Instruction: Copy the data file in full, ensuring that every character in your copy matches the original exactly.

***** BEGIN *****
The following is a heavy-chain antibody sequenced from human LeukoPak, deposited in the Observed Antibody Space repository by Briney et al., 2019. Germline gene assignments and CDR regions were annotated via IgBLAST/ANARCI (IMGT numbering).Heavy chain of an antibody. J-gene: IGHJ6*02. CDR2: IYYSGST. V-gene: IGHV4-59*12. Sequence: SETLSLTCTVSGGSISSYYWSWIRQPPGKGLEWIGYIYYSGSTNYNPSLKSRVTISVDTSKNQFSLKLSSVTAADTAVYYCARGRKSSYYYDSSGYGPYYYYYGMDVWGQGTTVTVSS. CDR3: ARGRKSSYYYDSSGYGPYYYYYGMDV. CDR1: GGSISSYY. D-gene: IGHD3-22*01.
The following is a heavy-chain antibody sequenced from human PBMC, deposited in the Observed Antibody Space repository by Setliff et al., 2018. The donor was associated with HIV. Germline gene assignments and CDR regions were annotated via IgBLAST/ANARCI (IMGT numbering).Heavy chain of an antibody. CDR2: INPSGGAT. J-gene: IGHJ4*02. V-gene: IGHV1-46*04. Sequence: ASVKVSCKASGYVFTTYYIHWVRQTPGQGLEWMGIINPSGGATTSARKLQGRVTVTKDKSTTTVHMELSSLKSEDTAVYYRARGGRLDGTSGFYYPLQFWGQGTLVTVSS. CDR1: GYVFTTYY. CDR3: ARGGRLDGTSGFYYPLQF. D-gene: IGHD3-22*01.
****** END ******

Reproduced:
The following is a heavy-chain antibody sequenced from human LeukoPak, deposited in the Observed Antibody Space repository by Briney et al., 2019. Germline gene assignments and CDR regions were annotated via IgBLAST/ANARCI (IMGT numbering).Heavy chain of an antibody. J-gene: IGHJ6*02. CDR2: IYYSGST. V-gene: IGHV4-59*12. Sequence: SETLSLTCTVSGGSISSYYWSWIRQPPGKGLEWIGYIYYSGSTNYNPSLKSRVTISVDTSKNQFSLKLSSVTAADTAVYYCARGRKSSYYYDSSGYGPYYYYYGMDVWGQGTTVTVSS. CDR3: ARGRKSSYYYDSSGYGPYYYYYGMDV. CDR1: GGSISSYY. D-gene: IGHD3-22*01.
The following is a heavy-chain antibody sequenced from human PBMC, deposited in the Observed Antibody Space repository by Setliff et al., 2018. The donor was associated with HIV. Germline gene assignments and CDR regions were annotated via IgBLAST/ANARCI (IMGT numbering).Heavy chain of an antibody. CDR2: INPSGGAT. J-gene: IGHJ4*02. V-gene: IGHV1-46*04. Sequence: ASVKVSCKASGYVFTTYYIHWVRQTPGQGLEWMGIINPSGGATTSARKLQGRVTVTKDKSTTTVHMELSSLKSEDTAVYYRARGGRLDGTSGFYYPLQFWGQGTLVTVSS. CDR1: GYVFTTYY. CDR3: ARGGRLDGTSGFYYPLQF. D-gene: IGHD3-22*01.